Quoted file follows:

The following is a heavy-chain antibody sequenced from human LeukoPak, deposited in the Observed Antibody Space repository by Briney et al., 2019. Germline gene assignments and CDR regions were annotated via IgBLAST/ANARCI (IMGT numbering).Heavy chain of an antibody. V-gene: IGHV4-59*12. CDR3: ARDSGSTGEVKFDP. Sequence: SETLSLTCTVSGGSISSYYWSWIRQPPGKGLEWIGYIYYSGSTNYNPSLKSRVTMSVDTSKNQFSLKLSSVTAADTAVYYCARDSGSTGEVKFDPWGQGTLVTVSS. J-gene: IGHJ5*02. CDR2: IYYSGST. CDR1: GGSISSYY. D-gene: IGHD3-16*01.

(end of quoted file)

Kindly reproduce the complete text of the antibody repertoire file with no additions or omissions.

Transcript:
The following is a heavy-chain antibody sequenced from human LeukoPak, deposited in the Observed Antibody Space repository by Briney et al., 2019. Germline gene assignments and CDR regions were annotated via IgBLAST/ANARCI (IMGT numbering).Heavy chain of an antibody. V-gene: IGHV4-59*12. CDR3: ARDSGSTGEVKFDP. Sequence: SETLSLTCTVSGGSISSYYWSWIRQPPGKGLEWIGYIYYSGSTNYNPSLKSRVTMSVDTSKNQFSLKLSSVTAADTAVYYCARDSGSTGEVKFDPWGQGTLVTVSS. J-gene: IGHJ5*02. CDR2: IYYSGST. CDR1: GGSISSYY. D-gene: IGHD3-16*01.